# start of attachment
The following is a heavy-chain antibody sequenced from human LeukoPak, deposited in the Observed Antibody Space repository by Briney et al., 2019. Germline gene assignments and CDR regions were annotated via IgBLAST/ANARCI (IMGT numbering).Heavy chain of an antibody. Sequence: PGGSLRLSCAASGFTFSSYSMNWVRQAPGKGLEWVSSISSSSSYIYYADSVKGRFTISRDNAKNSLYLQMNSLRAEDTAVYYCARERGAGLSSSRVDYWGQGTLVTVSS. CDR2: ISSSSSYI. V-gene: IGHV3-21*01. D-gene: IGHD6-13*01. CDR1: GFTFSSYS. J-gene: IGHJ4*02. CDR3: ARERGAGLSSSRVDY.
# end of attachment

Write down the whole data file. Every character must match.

The following is a heavy-chain antibody sequenced from human LeukoPak, deposited in the Observed Antibody Space repository by Briney et al., 2019. Germline gene assignments and CDR regions were annotated via IgBLAST/ANARCI (IMGT numbering).Heavy chain of an antibody. Sequence: PGGSLRLSCAASGFTFSSYSMNWVRQAPGKGLEWVSSISSSSSYIYYADSVKGRFTISRDNAKNSLYLQMNSLRAEDTAVYYCARERGAGLSSSRVDYWGQGTLVTVSS. CDR2: ISSSSSYI. V-gene: IGHV3-21*01. D-gene: IGHD6-13*01. CDR1: GFTFSSYS. J-gene: IGHJ4*02. CDR3: ARERGAGLSSSRVDY.